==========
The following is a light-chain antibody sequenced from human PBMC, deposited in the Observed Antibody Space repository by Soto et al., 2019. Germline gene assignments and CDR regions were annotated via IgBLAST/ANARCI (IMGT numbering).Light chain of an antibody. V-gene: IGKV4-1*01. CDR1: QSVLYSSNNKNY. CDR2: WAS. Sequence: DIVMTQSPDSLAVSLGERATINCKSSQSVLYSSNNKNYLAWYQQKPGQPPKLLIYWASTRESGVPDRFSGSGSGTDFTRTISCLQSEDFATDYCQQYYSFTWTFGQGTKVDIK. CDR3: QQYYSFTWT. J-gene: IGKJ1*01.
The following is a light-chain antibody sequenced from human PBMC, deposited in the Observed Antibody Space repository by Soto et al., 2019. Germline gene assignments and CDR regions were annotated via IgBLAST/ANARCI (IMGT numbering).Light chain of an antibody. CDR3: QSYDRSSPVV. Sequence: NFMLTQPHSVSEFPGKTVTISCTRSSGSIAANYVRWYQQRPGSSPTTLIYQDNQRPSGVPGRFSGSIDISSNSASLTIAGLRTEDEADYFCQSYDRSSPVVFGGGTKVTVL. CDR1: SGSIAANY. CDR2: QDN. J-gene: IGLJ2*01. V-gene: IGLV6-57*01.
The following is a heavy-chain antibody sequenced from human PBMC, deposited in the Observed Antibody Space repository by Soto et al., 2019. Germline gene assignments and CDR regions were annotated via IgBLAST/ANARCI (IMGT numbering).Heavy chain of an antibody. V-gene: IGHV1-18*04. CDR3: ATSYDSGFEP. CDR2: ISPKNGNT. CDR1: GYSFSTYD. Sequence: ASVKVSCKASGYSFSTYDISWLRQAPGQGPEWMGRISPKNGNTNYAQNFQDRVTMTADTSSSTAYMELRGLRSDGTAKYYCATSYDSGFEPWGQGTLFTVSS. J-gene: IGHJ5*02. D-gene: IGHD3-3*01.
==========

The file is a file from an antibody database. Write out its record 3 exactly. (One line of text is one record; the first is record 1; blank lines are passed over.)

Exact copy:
The following is a heavy-chain antibody sequenced from human PBMC, deposited in the Observed Antibody Space repository by Soto et al., 2019. Germline gene assignments and CDR regions were annotated via IgBLAST/ANARCI (IMGT numbering).Heavy chain of an antibody. V-gene: IGHV1-18*04. CDR3: ATSYDSGFEP. CDR2: ISPKNGNT. CDR1: GYSFSTYD. Sequence: ASVKVSCKASGYSFSTYDISWLRQAPGQGPEWMGRISPKNGNTNYAQNFQDRVTMTADTSSSTAYMELRGLRSDGTAKYYCATSYDSGFEPWGQGTLFTVSS. J-gene: IGHJ5*02. D-gene: IGHD3-3*01.